Leukocytes play an important role in the development of cerebral reperfusion injury. During reperfusion, activated leukocytes interact with endothelial cells and plug capillaries, disrupt the blood-brain barrier (BBB) through the release of neutrophil-derived oxidants and proteolytic enzymes, extravasate from capillaries and infiltrate brain tissue, and release cytokines which mediate inflammation. These processes produce an inflammatory cascade, resulting in the deterioration of the salvageable penumbra .
Evidence of the deleterious effects caused by leukocytes is provided by animal studies. For example, Zhang et al. , using a rat model of 2 hours transient focal cerebral ischemia induced by advancing a nylon monofilament to occlude the middle cerebral artery (MCA), showed that neutrophils accumulate at the site of neuronal injury 6 hours after restoration of cerebral circulation. The neutrophil accumulation occurred earlier and to a greater extent in reperfusion tissue than in tissue permanently deprived of blood supply . Furthermore, this study showed that the infarct volume increased dramatically between 6 and 24 hours following the start of reperfusion, and that the period of maximal infarct expansion correlated closely with the time course of neutrophil infiltration.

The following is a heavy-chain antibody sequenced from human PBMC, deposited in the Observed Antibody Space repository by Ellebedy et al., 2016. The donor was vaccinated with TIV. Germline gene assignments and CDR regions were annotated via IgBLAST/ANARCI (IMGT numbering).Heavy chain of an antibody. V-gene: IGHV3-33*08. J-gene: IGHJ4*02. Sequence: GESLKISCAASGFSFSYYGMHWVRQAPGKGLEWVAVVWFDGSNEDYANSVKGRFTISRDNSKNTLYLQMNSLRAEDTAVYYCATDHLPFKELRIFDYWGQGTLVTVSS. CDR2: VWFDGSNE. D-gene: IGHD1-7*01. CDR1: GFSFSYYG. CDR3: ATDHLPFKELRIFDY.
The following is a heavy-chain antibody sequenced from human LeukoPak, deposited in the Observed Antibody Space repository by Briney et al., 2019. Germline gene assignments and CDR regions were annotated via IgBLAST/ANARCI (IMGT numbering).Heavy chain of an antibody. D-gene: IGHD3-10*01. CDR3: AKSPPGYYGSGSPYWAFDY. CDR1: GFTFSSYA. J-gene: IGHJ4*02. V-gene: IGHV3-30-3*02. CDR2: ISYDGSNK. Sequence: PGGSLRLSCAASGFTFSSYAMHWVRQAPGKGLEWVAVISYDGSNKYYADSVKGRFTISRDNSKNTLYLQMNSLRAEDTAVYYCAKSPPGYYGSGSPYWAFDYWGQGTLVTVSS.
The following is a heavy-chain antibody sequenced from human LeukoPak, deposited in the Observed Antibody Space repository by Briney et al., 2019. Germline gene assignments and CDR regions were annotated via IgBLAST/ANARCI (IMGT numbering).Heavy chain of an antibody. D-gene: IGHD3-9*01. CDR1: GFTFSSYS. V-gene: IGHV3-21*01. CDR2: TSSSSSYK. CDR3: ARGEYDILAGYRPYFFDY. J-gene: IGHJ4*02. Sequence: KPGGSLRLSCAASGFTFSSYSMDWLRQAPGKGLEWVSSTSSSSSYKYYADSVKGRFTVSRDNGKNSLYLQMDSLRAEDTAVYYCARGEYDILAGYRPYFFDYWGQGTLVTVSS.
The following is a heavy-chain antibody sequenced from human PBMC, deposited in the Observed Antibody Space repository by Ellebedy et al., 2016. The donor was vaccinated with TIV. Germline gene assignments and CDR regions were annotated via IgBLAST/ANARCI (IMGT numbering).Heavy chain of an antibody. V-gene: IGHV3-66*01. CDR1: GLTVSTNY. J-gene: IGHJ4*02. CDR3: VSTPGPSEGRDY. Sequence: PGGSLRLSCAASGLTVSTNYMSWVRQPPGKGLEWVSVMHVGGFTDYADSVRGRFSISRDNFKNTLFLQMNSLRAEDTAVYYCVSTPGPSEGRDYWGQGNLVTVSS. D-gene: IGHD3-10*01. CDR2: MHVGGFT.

The contribution of leukocytes to cerebral reperfusion injury is also supported by the beneficial effects of neutrophil depletion. Bednar et al.  investigated the effect of administering antineutrophil antiserum treatment on brain infarct size in a rabbit model of transient ischemia. The regional cerebral blood flow (CBF) of neutropenic rabbits recovered from less than 5 ml/100 g per minute to 20–30 ml/100 g per minute following reperfusion, while in the non-neutropenic rabbits it remained at less than 10 ml/100 g per minute. Correspondingly, the infarct size was significantly smaller in the neutropenic animals. Similar results have been reported in rats treated with antineutrophil monoclonal antibodies .